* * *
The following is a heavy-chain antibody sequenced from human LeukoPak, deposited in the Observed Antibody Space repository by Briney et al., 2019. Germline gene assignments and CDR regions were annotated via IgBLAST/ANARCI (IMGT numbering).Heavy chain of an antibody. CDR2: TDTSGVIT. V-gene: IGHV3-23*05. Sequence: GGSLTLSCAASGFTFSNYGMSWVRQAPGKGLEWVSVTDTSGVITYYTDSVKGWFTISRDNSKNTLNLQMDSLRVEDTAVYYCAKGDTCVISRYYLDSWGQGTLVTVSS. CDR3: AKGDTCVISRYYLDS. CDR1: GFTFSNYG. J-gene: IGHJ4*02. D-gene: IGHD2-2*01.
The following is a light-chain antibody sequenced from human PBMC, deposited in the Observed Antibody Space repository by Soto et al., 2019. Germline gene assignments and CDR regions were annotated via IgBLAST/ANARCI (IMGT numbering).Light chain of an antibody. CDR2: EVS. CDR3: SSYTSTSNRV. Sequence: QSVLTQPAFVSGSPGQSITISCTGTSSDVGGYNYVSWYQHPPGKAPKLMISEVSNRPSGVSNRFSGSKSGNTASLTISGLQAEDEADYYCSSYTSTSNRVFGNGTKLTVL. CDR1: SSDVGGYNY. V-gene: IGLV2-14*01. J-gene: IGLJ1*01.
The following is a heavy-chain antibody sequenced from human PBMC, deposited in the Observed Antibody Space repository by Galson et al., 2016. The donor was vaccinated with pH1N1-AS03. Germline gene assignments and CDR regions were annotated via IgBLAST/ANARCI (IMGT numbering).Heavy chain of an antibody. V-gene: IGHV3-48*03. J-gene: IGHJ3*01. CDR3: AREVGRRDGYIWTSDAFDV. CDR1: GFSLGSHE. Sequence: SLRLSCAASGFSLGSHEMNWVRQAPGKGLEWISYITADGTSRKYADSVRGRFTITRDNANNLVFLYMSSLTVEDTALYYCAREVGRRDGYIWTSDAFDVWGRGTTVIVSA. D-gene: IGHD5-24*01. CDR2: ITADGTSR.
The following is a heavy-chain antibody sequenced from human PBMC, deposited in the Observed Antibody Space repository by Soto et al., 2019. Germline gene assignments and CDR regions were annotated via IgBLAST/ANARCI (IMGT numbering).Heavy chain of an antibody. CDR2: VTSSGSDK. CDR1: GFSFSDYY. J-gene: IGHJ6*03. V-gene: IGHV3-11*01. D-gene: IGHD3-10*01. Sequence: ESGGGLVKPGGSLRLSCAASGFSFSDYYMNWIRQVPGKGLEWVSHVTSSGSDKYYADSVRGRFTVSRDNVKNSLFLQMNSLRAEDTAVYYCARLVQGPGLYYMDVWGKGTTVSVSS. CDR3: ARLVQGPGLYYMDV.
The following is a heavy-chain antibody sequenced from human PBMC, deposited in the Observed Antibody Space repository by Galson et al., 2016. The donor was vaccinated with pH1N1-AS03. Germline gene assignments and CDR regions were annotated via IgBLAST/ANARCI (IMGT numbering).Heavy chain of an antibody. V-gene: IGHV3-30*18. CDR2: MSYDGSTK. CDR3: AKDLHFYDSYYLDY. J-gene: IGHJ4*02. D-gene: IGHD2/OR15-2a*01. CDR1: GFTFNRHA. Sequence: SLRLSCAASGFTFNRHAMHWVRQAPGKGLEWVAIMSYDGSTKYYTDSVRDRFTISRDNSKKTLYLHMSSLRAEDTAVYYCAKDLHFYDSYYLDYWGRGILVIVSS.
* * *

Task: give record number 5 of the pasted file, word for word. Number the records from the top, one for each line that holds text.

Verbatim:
The following is a heavy-chain antibody sequenced from human PBMC, deposited in the Observed Antibody Space repository by Galson et al., 2016. The donor was vaccinated with pH1N1-AS03. Germline gene assignments and CDR regions were annotated via IgBLAST/ANARCI (IMGT numbering).Heavy chain of an antibody. V-gene: IGHV3-30*18. CDR2: MSYDGSTK. CDR3: AKDLHFYDSYYLDY. J-gene: IGHJ4*02. D-gene: IGHD2/OR15-2a*01. CDR1: GFTFNRHA. Sequence: SLRLSCAASGFTFNRHAMHWVRQAPGKGLEWVAIMSYDGSTKYYTDSVRDRFTISRDNSKKTLYLHMSSLRAEDTAVYYCAKDLHFYDSYYLDYWGRGILVIVSS.